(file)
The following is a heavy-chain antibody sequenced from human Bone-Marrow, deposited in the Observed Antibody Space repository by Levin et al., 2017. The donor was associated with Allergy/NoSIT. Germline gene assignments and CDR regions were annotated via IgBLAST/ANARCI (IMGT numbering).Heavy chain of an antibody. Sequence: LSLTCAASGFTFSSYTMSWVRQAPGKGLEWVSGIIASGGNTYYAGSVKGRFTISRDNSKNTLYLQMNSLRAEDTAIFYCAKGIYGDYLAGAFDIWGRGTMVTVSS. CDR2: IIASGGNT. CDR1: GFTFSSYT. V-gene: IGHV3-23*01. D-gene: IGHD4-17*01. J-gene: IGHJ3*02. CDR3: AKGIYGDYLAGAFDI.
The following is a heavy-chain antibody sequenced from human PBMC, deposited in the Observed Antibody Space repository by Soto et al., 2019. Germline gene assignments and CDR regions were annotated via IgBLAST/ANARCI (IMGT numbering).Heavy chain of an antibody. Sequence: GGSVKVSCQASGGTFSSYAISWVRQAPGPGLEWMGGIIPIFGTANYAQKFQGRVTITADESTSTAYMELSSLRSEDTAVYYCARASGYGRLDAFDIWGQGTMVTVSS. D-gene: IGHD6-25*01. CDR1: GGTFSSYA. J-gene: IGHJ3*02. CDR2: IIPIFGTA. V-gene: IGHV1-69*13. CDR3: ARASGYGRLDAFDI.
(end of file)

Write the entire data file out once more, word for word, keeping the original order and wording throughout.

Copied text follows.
The following is a heavy-chain antibody sequenced from human Bone-Marrow, deposited in the Observed Antibody Space repository by Levin et al., 2017. The donor was associated with Allergy/NoSIT. Germline gene assignments and CDR regions were annotated via IgBLAST/ANARCI (IMGT numbering).Heavy chain of an antibody. Sequence: LSLTCAASGFTFSSYTMSWVRQAPGKGLEWVSGIIASGGNTYYAGSVKGRFTISRDNSKNTLYLQMNSLRAEDTAIFYCAKGIYGDYLAGAFDIWGRGTMVTVSS. CDR2: IIASGGNT. CDR1: GFTFSSYT. V-gene: IGHV3-23*01. D-gene: IGHD4-17*01. J-gene: IGHJ3*02. CDR3: AKGIYGDYLAGAFDI.
The following is a heavy-chain antibody sequenced from human PBMC, deposited in the Observed Antibody Space repository by Soto et al., 2019. Germline gene assignments and CDR regions were annotated via IgBLAST/ANARCI (IMGT numbering).Heavy chain of an antibody. Sequence: GGSVKVSCQASGGTFSSYAISWVRQAPGPGLEWMGGIIPIFGTANYAQKFQGRVTITADESTSTAYMELSSLRSEDTAVYYCARASGYGRLDAFDIWGQGTMVTVSS. D-gene: IGHD6-25*01. CDR1: GGTFSSYA. J-gene: IGHJ3*02. CDR2: IIPIFGTA. V-gene: IGHV1-69*13. CDR3: ARASGYGRLDAFDI.